1. Agreed with the classic references. As an 80s child I hadn’t heard of either 1d or 8d and being key answers struggled for the whole puzzle as a result. Indeed the only (unintended) film title in the grid I knew of was 1a, the Michelle Pfeiffer film of much more recent release!

  16. I would normally expect to get the long ones relatively easily and use the checkers coming from them – today was the opposite way around despite being familiar with both the song and the film.
    Top three for me were 11&24a plus 21d with a mention for the Quickie pun which raised a smile.

    Thanks to Jay and to our 2Ks – look forward to ‘seeing’ all three of you again in the new year.

  17. A real struggle today, much harder than the usual Wednesday Jay. Didn’t know the work in 7d, the misdirection in 22d threw me and I couldn’t parse 15d.
    On reflection, the clues were fair and all gettable from the wordplay.
    So our old friend wavelength has a lot to answer for.
    Thanks to the 3 birds.

  18. Difficulty rated at **, are you kidding me? I found this extremely hard today as I couldn’t get all the long ones to give me a start, had to work from the inside out!
    Had a lightbulb moment with 1d by just staring at the letters until the answer popped out, we had to learn this song at primary school for a parents day performance, and have never forgotten the words.
    Favourite for me today was 2d, made me smile when I got it. Thanks to our compiler.

  19. A fairly typical though enjoybable Wednesday puzzle with mostly fine clues of around medium difficulty. No stand-out favourite today but I will give a mention to 8d and 7d – another word you’ll know if you listen carefully when watching Flog It! and the Antiques Roadshow. I normally like to support/uphold setters but I’m mystified at the definition in 30a, so I’ve reluctantly deducted .5* from my enjoyment rating. 3*/3*.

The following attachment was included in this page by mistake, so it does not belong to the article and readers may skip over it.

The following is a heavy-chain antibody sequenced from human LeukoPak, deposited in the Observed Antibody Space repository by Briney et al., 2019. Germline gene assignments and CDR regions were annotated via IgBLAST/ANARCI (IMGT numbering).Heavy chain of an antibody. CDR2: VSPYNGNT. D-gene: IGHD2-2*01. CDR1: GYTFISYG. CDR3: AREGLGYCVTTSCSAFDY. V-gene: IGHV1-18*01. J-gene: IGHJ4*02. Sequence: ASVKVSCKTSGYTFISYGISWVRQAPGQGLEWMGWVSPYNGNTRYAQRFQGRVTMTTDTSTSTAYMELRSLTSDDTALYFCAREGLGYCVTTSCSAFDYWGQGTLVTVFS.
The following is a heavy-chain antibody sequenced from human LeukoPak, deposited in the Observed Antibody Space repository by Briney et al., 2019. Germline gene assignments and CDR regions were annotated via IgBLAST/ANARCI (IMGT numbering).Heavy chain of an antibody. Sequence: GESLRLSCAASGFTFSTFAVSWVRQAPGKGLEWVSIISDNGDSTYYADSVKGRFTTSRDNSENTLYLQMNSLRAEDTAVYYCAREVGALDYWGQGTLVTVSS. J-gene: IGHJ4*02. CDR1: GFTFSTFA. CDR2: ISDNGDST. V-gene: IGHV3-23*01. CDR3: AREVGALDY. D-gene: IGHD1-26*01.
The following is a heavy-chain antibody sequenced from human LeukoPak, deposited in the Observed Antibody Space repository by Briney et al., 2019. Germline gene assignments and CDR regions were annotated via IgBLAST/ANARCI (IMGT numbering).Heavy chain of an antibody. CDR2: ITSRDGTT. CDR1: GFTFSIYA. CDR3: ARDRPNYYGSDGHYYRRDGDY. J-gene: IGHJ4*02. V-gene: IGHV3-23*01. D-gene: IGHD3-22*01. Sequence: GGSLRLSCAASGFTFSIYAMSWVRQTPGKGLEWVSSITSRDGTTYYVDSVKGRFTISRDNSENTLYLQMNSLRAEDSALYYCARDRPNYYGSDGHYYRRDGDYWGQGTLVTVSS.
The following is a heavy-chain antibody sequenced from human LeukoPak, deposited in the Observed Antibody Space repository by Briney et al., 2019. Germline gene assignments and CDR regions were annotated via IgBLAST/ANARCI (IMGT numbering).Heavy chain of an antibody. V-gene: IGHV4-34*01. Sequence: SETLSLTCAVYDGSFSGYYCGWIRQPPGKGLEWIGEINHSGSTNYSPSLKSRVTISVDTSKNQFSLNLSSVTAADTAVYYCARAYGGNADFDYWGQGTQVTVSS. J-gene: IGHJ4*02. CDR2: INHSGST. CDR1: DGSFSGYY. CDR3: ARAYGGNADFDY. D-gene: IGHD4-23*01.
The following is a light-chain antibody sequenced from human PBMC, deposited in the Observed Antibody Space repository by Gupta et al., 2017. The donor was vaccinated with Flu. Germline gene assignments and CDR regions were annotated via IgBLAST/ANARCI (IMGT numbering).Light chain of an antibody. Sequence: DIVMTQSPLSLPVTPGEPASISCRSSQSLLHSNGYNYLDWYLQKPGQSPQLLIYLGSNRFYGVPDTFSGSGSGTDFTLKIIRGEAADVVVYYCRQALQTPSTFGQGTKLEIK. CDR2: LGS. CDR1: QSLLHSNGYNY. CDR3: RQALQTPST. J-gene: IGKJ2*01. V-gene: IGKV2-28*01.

20. Tough but rewarding giving a nice, warm feeling on completion. Tempered by having to check 7d was an actual thing. I can’t believe anyone complaining about (spoiler alert) rheostat being a bit arcane yesterday, yet hardly an eyebrow raised over this.

    Many thanks Jay and 2 Ks from the wet and windy South.

  21. I got off to a slow start, beginning at the foot and working upwards (as did Robert, I see!). It was quite a long journey but I enjoyed the trip, with the exception of 7d which has been added to THE LIST.

    Beware THE LIST!

    A good, but chilly, evening at Stamford Bridge, yesterday.

    Thanks to Jay and The TwoKays.

  22. Fairly easy today. Only 2 queries which I’m afraid the hints didn’t explain.
    5d why is the answer complex.
    14a why is the answer surplus.
    I don’t have the BRB as my opinion is sometimes at odds with said book. On these two occasions there is no G help.
    Thanks both

    1. The Electra complex is the female version of the Oedipus complex and as I recall very well from my lawyer days overage is an extra payment made to a seller after completion if additional development profit is made by a buyer.

      1. Thank you.
        Another two obscure words I may or may not remember. Luckily on this occasion the answers were gettable so no drama.

  23. I fear I’m still suffering a bit of seasonal brain-fog and was temporarily stuck in SW. 19a seems to make regular appearances in various guises these days. 22d is a clever bum steer. Bunged in 5d as that complex didn’t occur to me. Fav was 7d. TVM Jay and 2 Kiwis and felicitations and thanks to you all for your super contributions to the BD site.